Success by routines

August 30, 2017

Are you feeling rested, refreshed and energised to launch full-steam ahead into the Autumn? Perhaps for you or some colleagues, “exhausted and glad the kids are going back to school is more like it”?!

However you’re feeling as August comes to a close, the Autumn does tend to be a really productive – dare we say, ‘busy’ – few months where the natural lull in routine created by the summer gives way to full-scale activity.

Here’s a warning right away. As you well know, activity doesn’t equal productivity. Being busy and working hard doesn’t guarantee results.

With this in mind, my ‘one-percent’ recommendation is that you take some time to review and re-establish your routines – the regular habits that keep you on track. After a break in the norm, it can take more effort than we think to get back into good work habits rather than starting with email and seeing where the day takes us!

There are key activities that if practised routinely, make a huge difference to your productivity. Here are just a few examples:

– 10 magic minutes daily planning
– week review & planning meetings
– regular team meetings and one-to-one’s
– booked out periods of uninterrupted time
– finishing work at a set time to do other stuff!

I’m sure you could add to the list. Give it some thought and make a conscious effort (& book it it the diary!) to re-establish those routines that will help you stay a little bit more in control, focused on your high-payoff activities and working towards important goals over the next few months.

Here’s to a fantastic September!

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Eight stops to Swiss Cottage

December 8, 2014

The scene was one I’m sure you’re familiar with. Hundreds of people swarming off the train having just arrived at a London Mainline station and rushing on to their familiar short hop on the tube, or outside to jump in a taxi, or perhaps preferring to walk across the City whilst taking in some snapshots of architectural genius…breathtaking creations that are so often missed in the hurly-burly of another ordinary, busy, so-much-to-get-done day in Metropolis.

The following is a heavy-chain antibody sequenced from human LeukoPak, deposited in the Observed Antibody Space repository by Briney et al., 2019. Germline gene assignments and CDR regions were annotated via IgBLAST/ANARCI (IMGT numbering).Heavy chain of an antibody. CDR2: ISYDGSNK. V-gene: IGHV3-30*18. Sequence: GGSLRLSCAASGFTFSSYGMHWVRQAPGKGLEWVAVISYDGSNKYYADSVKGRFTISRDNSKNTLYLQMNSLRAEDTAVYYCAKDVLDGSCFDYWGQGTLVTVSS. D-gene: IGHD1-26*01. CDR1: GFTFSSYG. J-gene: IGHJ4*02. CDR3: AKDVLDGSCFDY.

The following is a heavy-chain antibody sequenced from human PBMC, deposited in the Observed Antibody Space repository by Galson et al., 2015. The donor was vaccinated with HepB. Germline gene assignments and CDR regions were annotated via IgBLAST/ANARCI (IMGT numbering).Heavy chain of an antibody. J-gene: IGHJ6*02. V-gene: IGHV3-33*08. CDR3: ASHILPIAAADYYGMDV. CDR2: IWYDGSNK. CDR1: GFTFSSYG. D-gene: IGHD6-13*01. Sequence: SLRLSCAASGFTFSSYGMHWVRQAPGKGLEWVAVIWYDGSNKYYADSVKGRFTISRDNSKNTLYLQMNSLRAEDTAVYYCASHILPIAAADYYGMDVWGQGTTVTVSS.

For me this particular Tuesday it was a little bit different. I’m not incredibly familiar with Central London but I can find my way around OK on my usual routes. Today I was heading somewhere I’d never been before. As I came out onto the main station concourse, I flipped out my phone and opened the Tube Map app to sort out where I needed to be going.

No direct line. Damn. Need to engage brain.

IMG_2080

I stared at the tiny map for an age and was getting nowhere. Way too many options, massive indecision leading to temporary mental paralysis!

Plan B – head down the steps and find one of those large spaghetti maps just before you go through the barriers. That’s better. Make the map larger and it’s much easier to get perspective. Select my line – the first one at least. Choose a destination. Find the platform, board the train and then watch, eagle-eyed, as we pass each station on the way to where i get off.

Time to re-calibrate. Next line. Where am I now? Where do I get off?The big picture map is great but when it comes to making specific progress I need to simplify it right down to a one-line process where I can easily mark my progress.

I’m heading for Swiss Cottage. I’m at London Bridge. That’s eight stops away. In the middle of a million people and ten million thoughts, I need a really simple way of knowing where I am, where I’m going and how many stops to get there.

IMG_2079That’s why I love it when I get to the platform and see one of these maps (eyes right)! Us human beings function much better in the middle of a busy day with the second kind of map rather than the first. Sure we need the big picture and the strategic plan about how it all connects together. All of that should be put together away from the front line where our thinking is clearer and our focus undiluted. Stepping out into the hubbub of the day I need a simple, crystal-clear one page plan that plots my route from A to B and tells me exactly which line I’m on (I don’t want choices now) and how many stops to Swiss Cottage!

Translating all of this into the reality of our lives, our businesses, and all the stuff we have to get done, the obvious lesson is that we need both kind of maps. So many individual leaders and management teams I’ve worked with have struggled to create the proper ‘big map’ or, having done that well, have then failed to translate that on a daily and weekly basis into the single line map that plots the fastest and most effective path from where we are now to the next identified milestone.